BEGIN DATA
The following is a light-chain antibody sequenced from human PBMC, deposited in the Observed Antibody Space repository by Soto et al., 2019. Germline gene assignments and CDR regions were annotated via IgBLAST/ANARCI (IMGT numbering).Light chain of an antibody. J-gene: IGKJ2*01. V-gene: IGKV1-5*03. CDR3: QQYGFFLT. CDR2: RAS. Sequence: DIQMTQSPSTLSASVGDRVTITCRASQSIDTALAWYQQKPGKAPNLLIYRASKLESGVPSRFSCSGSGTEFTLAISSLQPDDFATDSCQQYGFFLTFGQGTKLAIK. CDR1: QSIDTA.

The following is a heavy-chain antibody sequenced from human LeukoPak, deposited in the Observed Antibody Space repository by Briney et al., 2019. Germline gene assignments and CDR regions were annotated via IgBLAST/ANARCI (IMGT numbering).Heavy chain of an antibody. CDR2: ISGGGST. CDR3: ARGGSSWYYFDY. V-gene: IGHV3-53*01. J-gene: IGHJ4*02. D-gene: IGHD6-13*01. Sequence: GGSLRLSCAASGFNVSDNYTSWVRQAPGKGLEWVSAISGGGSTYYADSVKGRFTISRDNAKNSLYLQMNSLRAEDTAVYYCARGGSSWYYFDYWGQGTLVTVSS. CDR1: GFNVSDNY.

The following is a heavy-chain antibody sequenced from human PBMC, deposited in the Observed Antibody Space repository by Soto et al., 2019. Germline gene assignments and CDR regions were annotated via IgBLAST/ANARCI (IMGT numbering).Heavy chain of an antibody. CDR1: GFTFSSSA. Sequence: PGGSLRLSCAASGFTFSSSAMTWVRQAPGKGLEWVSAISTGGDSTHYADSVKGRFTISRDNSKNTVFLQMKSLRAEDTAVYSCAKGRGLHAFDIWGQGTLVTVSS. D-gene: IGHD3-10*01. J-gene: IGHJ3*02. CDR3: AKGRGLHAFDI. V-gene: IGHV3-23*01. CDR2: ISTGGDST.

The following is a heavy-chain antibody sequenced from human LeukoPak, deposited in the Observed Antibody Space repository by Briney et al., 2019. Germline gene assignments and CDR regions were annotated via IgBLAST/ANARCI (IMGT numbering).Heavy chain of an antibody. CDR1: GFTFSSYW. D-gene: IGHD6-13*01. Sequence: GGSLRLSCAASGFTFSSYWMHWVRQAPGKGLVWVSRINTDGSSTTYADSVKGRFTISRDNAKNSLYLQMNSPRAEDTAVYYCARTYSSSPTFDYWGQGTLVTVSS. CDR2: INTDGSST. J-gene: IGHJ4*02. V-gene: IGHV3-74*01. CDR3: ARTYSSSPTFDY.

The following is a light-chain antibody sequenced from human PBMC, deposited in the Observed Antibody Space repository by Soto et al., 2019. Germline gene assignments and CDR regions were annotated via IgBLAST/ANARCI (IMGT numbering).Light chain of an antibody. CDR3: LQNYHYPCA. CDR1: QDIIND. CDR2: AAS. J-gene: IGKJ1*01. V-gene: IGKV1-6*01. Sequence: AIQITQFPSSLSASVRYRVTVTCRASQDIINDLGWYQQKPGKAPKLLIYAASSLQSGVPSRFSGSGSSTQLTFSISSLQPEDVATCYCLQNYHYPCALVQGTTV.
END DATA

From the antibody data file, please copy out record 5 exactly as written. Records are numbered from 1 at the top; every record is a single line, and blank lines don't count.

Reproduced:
The following is a light-chain antibody sequenced from human PBMC, deposited in the Observed Antibody Space repository by Soto et al., 2019. Germline gene assignments and CDR regions were annotated via IgBLAST/ANARCI (IMGT numbering).Light chain of an antibody. CDR3: LQNYHYPCA. CDR1: QDIIND. CDR2: AAS. J-gene: IGKJ1*01. V-gene: IGKV1-6*01. Sequence: AIQITQFPSSLSASVRYRVTVTCRASQDIINDLGWYQQKPGKAPKLLIYAASSLQSGVPSRFSGSGSSTQLTFSISSLQPEDVATCYCLQNYHYPCALVQGTTV.